With the rapid growth of the Luftwaffe following the outbreak of World War II in 1939, the Ministry grew so large that Göring was no longer able to maintain control. This period was marked by an increasing inability to deliver the new aircraft designs that were desperately needed, as well as continued shortages of aircraft and engines. In 1943 Albert Speer took over from Milch, and things immediately improved. Production reached their highest levels in 1943 and 1944, and though Speer introduced the same measures of self-regulation that he had introduced in other areas of industry, and tried to take credit for the so-called Armaments Miracle, contemporary German statistics show that the real reason for increased production were measures and investments made by Milch and his staff in 1941 and 1942. Though German aircraft production had briefly caught up with that of the Soviet Union in 1944, it collapsed in 1945. The RLM never overcame the shortage of raw materials and fuel supply, lack of experienced pilots and deficits in technology and know-how that had handicapped it since the beginning of the war.
The Ministry building was one of the few public edifices in central Berlin to survive the severe Allied bombings in 1944–45.
Reich Minister for AviationEdit
On 5 May 1933 the German Air Ministry, with Hermann Göring as Reich Minister for Aviation (Reichsluftfahrtminister) was founded. This event came along with the introduction of a command flag that was produced in different sizes, ranging from 200 to 30 cm (79 to 12 in). The flag consisted of bright red material on which was placed in the centre of the obverse a wreath of silver coloured laurel leaves. In the centre of the leaves was a black eagle. Suspended from the base of the wreath was a true-coloured representation of the "Pour le Mérite". Extending from the left and right side of the wreath were a pair of stylised wings each consisting of four ascending "feathers". Also extending from the wreath towards the four corners of the flag were four black-edged white inactive wedges, a feature that was to be incorporated in the design of the future unit Colours of the new Luftwaffe. In each of the four corners was set a black swastika. The reverse looked almost the same as the obverse but a black swastika replaced the eagle and eagles replaced the four swastikas. The flag was in use until the end of 1935.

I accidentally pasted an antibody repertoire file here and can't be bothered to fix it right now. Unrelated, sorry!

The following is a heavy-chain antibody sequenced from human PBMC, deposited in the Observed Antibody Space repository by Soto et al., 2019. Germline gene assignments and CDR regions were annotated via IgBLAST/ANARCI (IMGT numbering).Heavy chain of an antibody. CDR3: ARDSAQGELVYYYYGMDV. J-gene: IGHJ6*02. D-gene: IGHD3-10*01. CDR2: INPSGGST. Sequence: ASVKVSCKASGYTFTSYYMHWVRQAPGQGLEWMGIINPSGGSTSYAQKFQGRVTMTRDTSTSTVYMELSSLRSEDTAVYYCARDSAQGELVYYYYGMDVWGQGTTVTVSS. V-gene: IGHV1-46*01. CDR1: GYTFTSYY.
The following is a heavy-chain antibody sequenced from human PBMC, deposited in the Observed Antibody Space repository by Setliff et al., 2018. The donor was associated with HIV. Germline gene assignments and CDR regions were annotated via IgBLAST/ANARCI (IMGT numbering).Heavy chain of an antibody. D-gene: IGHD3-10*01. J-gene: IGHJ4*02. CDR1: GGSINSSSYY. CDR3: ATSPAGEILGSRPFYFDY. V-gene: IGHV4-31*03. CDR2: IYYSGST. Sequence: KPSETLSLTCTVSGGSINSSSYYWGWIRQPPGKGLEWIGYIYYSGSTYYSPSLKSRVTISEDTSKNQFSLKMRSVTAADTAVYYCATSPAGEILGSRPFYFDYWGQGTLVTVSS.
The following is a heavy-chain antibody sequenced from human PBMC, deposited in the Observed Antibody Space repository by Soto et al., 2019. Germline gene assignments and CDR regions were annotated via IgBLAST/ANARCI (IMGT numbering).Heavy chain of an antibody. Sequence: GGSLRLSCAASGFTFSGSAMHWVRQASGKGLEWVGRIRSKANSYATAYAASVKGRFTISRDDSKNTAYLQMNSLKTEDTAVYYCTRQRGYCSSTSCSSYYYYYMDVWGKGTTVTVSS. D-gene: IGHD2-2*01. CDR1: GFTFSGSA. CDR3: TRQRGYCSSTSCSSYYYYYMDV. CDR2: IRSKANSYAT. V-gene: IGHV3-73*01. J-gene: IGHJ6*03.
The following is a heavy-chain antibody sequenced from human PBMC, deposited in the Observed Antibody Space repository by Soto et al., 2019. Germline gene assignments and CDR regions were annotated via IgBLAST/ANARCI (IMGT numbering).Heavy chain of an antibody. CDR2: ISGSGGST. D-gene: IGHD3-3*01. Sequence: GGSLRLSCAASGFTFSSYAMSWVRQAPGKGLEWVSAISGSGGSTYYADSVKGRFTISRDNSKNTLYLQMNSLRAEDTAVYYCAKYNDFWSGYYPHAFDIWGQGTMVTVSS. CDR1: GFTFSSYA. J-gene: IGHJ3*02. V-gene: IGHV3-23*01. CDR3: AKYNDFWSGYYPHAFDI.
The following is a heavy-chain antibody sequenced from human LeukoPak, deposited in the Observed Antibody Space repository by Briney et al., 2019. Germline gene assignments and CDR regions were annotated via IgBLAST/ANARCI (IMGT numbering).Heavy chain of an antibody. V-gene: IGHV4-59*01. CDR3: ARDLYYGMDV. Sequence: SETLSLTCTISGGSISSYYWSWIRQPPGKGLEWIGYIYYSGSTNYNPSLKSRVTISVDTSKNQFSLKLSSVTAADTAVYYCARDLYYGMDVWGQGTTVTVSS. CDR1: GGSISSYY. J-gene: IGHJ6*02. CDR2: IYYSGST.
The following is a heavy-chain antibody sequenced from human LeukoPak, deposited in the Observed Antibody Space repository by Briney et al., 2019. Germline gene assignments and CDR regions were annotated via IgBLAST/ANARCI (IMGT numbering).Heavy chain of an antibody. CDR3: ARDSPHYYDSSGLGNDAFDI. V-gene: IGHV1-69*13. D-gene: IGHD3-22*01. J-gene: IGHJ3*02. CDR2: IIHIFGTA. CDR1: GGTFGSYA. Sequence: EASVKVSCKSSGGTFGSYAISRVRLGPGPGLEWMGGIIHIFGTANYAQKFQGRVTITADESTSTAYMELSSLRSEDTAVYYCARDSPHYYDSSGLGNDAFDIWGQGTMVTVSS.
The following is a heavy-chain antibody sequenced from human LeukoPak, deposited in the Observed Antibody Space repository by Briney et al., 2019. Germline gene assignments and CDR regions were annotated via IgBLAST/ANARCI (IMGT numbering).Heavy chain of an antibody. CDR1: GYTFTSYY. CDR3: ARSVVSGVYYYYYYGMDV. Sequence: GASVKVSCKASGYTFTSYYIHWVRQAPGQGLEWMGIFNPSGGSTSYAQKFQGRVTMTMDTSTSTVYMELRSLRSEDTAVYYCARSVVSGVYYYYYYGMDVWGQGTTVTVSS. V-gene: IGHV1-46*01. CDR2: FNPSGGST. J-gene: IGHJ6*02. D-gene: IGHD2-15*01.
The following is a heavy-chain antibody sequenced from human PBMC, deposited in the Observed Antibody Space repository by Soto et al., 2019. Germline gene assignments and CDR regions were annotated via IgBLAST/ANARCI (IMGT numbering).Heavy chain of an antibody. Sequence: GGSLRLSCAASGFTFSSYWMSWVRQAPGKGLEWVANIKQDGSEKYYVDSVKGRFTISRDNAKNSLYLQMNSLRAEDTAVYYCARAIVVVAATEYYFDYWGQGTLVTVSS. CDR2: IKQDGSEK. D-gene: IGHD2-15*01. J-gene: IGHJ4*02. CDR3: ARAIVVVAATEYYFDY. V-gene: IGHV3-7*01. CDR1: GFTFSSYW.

Reich Minister for Aviation and Commander-in-Chief of the German Air ForceEdit
On 26 February 1935 Hitler officially created the Luftwaffe with Hermann Göring as its Commander-in-Chief (Oberbefehlshaber der Luftwaffe). Late in 1935 a flag was instituted that consisted of a square of bright red silk. The flag was similar to some extent to that used before. The differences of the obverse were that now there was placed in the centre a gold swastika and instead of the four black swastikas four golden Luftwaffe eagles were added. The wings were left out. Moreover, the flag was edged on all four sides with a gold-braided border, which incorporated a row of 76 small gold swastikas all standing on their points. The reverse displayed a golden Luftwaffe eagle in the centre and four golden swastikas set in each corner of the flag. Suspended from the base of the silver laurel was a true representation of the Pour le Mérite. When Göring was promoted to "Generalfeldmarschall" a pair of Luftwaffe field marshal's batons were added to the flag's reverse design and shown crossed above the "Pour le Mérite". The obverse remained the same as before. This alteration took place on 28 April 1938.
- RLM aircraft designation system
- List of World War II military aircraft of Germany
- List of aircraft engines of Germany during World War II
- List of RLM aircraft (RLM-GL/C list)
- RLM aircraft by manufacturer
- List of weapons of military aircraft of Germany during World War II
- List of RLM paint designations
- Air Ministry — the British government department organising the Royal Air Force
- United States Army Air Forces